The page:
And what, Mr. Holmes, was the sordid tale behind Monday’s mystery ant infestation?
The preceding night a vertebrate predator- a rodent, perhaps- caught and ate a katydid. The animal wasn’t a clean killer, however, and left behind droppings, urine, and uneaten bits of prey. Ants (Dolichoderus quadridenticulatus) later discovered the remains, recruiting to feed on the predator’s excretions as well as the leftover katydid appendages.
Points are awarded as follows: 2 to Morgan Jackson for being the first to make the recruitment to feces observation. 5 each to Piotr Naskrecki, Ben Coulter, and James Trager for supplying relevant information about the prey ID, nutritional value of vertebrate poop, and ant ID, respectively.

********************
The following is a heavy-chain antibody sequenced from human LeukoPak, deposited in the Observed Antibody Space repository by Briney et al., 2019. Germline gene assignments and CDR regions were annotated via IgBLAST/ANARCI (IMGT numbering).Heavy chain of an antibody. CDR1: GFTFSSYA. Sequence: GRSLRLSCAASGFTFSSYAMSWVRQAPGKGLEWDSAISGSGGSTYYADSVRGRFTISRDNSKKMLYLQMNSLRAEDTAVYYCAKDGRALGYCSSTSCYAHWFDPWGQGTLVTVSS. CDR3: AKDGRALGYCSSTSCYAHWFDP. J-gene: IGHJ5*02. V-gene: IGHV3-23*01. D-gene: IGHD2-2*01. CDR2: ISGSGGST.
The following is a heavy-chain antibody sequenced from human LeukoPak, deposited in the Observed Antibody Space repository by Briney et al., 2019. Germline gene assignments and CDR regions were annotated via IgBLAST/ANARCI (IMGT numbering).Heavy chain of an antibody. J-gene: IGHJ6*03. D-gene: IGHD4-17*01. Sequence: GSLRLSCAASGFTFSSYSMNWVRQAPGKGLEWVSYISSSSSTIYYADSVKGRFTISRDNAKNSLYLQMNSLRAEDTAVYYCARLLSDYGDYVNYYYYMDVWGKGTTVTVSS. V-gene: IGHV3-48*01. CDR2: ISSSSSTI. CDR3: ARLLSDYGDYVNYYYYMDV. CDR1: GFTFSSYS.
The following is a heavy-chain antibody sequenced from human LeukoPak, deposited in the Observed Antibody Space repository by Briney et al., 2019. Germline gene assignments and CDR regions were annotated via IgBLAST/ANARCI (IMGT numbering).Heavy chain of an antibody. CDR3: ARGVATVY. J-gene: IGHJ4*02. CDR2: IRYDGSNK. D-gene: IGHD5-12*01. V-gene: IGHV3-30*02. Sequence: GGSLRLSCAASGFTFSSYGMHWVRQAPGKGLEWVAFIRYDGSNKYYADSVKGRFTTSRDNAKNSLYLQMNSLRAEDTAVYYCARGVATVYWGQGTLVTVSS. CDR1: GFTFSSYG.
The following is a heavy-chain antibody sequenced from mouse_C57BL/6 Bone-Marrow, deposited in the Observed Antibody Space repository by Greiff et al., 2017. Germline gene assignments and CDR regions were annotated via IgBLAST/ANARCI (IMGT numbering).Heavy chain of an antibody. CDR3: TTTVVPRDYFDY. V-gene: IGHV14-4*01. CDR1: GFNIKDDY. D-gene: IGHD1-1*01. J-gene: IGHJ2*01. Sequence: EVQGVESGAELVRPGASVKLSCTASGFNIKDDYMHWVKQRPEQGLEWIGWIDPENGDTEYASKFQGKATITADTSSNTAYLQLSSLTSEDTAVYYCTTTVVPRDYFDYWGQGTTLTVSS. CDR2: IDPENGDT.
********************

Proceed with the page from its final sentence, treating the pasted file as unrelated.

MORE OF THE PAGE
I like this mystery because it highlights the ecological centrality of ants as recyclers of just about everything. A rodent may not make full use of a katydid, but ants will take not only the unused parts but also the predator’s own waste. Ants are efficient little animals, and there’s not much in the forest that doesn’t eventually get cycled through them.